Merits of new debt counselling process yet to be proved 6 October 2007

(Source: Personal Finance)

Only a small number of debt counsellors have registered with the National Credit Regulator so far and it remains to be seen if the negotiation process they use will keep those with too much debt out of the courts.

By Laura du Preez

The National Credit Act (NCA), which became fully effective in June this year, provides for a debt counselling process for people who are over-indebted and unable to keep up with their repayments.

The intention behind setting up this process was to provide a service that could be of more assistance to people who have debt problems than the debt administration process, and to avoid the problems that have arisen due to the abuse of debt administration orders.

But issues concerning how much people who provide counselling can charge for their services are preventing more counsellors from setting up office.

Before the NCA became fully effective, Mpho Thekiso, the project manager for debt counselling at the National Credit Regulator (NCR), said the NCR aimed to train 500 debt counsellors nationwide. But to date only 141 counsellors have registered with the NCR, she says.

Besides the issues concerning what debt counsellors may charge, the efficacy of the counselling process has yet to be proved.

Tony Richards, the interim chairman of the Debt Counsellors' Association of South Africa, says debt counselling is very new, and there are no court cases that set any precedents for counsellors and creditors to follow.

Richards says debt counselling is supposed to provide a quick and easy way for people to address their debt problems, but he expects that initially 65 to 75 percent of debt counselling cases will end up in court because the credit providers won't agree with or respond to the debt counsellors' proposed repayment plans.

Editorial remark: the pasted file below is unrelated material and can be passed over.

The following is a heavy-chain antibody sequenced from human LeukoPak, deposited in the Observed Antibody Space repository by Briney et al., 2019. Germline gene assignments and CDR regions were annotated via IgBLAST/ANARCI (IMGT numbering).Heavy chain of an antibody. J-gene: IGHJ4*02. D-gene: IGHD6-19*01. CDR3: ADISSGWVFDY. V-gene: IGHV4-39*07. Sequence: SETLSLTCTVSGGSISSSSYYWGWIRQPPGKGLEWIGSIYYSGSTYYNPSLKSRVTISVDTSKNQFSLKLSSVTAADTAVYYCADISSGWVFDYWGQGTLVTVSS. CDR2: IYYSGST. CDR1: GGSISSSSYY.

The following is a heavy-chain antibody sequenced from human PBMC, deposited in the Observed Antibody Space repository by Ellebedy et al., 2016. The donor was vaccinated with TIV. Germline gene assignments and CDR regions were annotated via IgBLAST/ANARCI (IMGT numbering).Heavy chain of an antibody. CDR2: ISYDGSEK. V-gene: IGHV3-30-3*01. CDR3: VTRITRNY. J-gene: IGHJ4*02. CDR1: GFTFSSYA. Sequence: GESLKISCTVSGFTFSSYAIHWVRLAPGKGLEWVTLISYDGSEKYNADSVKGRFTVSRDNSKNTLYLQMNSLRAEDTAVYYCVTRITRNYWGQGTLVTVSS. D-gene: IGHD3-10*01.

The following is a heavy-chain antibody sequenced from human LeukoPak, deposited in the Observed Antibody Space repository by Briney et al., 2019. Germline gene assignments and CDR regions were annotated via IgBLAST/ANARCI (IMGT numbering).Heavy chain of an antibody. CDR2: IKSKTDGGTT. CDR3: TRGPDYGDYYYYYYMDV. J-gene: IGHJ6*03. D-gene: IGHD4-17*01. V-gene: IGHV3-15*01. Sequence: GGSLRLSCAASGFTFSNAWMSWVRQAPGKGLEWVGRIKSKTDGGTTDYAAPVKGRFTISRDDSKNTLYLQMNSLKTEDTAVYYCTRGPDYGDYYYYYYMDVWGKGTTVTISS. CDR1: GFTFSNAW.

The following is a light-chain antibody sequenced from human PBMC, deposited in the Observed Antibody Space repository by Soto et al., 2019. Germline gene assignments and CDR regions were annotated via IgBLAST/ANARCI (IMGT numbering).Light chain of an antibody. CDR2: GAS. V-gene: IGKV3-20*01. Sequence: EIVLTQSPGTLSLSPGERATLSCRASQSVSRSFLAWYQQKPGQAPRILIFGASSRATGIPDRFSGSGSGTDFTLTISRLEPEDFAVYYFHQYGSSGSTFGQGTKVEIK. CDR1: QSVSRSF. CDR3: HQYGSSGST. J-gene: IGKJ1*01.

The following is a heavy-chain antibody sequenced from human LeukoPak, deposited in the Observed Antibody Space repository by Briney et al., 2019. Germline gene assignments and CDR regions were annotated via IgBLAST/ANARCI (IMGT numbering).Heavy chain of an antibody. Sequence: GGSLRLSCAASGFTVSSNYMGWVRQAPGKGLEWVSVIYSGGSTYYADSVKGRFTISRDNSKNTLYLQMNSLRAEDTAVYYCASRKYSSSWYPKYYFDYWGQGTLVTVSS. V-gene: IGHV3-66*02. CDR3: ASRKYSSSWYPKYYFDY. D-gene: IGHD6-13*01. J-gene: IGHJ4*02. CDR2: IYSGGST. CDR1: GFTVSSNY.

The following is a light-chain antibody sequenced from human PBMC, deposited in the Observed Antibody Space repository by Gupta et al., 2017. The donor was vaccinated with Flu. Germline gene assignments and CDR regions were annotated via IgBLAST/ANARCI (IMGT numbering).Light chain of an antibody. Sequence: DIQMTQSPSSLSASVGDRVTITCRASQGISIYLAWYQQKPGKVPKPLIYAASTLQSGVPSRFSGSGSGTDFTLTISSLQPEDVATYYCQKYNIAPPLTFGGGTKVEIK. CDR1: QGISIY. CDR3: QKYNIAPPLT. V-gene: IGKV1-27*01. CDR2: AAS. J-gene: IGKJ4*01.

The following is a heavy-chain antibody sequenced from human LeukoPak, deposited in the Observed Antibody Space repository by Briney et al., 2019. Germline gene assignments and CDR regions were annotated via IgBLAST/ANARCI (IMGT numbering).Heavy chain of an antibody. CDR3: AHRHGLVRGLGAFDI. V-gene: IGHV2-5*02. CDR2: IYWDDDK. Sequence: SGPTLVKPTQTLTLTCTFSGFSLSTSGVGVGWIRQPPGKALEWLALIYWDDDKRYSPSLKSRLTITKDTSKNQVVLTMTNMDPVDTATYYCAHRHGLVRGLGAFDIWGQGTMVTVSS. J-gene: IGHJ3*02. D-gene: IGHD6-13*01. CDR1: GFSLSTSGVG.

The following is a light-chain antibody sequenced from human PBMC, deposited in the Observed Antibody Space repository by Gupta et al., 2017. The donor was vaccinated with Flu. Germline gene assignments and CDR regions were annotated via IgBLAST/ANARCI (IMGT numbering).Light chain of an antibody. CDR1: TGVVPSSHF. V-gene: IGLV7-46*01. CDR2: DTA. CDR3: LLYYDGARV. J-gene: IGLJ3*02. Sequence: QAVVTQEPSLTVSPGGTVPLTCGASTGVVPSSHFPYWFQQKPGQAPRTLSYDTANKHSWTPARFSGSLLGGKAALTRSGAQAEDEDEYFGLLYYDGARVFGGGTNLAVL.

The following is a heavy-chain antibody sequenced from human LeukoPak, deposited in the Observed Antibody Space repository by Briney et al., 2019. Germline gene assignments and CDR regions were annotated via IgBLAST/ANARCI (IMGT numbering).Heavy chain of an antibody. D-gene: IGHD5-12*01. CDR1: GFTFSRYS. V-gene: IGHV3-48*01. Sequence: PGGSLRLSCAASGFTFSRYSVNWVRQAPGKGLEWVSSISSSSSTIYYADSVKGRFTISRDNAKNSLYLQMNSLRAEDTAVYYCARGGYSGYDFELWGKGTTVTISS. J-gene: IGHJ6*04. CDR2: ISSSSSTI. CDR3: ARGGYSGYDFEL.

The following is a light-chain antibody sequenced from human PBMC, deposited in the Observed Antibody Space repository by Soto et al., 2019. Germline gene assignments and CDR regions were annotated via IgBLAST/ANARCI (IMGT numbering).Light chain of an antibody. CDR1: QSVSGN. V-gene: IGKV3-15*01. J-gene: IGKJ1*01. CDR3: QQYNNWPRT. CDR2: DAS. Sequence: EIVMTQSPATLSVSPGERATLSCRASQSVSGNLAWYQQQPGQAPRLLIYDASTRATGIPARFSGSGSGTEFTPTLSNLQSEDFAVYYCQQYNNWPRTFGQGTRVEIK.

Thekiso says the first case in which creditors have not agreed to a debt counsellor's proposed plan is going to court next week. She believes after the courts have endorsed a few of the counsellors' repayment plans, creditors will start to agree more readily to them.

Somerset West lawyer Eduan Matthee, who has represented many debtors in court and runs a debt administration company, says he does not believe debt counselling will work, especially in the low-income market, because the amount of debt concerned does not justify involving a suitably qualified person - possibly even a lawyer to take the matter to court - to determine issues such as whether the debt was granted recklessly.

The NCR has set up a fund to pay the debt counselling fees of people from families who earn less than R3 500 a month, but does not envisage paying lawyers from this fund, Thekiso says.

Matthee says if the creditors do not agree to a repayment plan and the debt counselling process lands up in court, legal costs will be incurred to the detriment of the debtor.

The debt counselling process is supposed to remove the court as a third party and leaves the issue of the debt repayment plan to negotiations between a debt counsellor and the creditor, and the potential exists for these parties to abuse the debtor, he says. Debt administration is not a bad thing - it is just badly enforced, Matthee says.

Fee uncertainty
Richards says uncertainty about what debt counsellors are allowed to charge is preventing more people from becoming or practising as debt counsellors.

The NCA provides that debt counsellors can only charge you R50 for an application to undergo debt counselling, Richards says. Beyond this the legislation does not prescribe what debt counsellors can charge. The NCR, the Department of Trade and Industry and debt counsellors are apparently discussing prescribed fees for debt counselling but these have not yet been determined, Thekiso says.

Richards says R50 doesn't even cover the paperwork involved in processing an application. He does not believe the additional fees that debt counsellors should be entitled to charge should be regulated.

Richards says the clients who have applied to his company, General Union Corporation, for debt counselling have on average 12 creditors. Debt counsellors need to record the details of each debt, and processing such an application takes about three hours, he says.

Richards says in addition to the R50 application fee, his company charges a one-off fee for the debt review that is equal to the monthly amount you have available to repay your debt. General Union Corporation caps this fee at R3 000 plus VAT.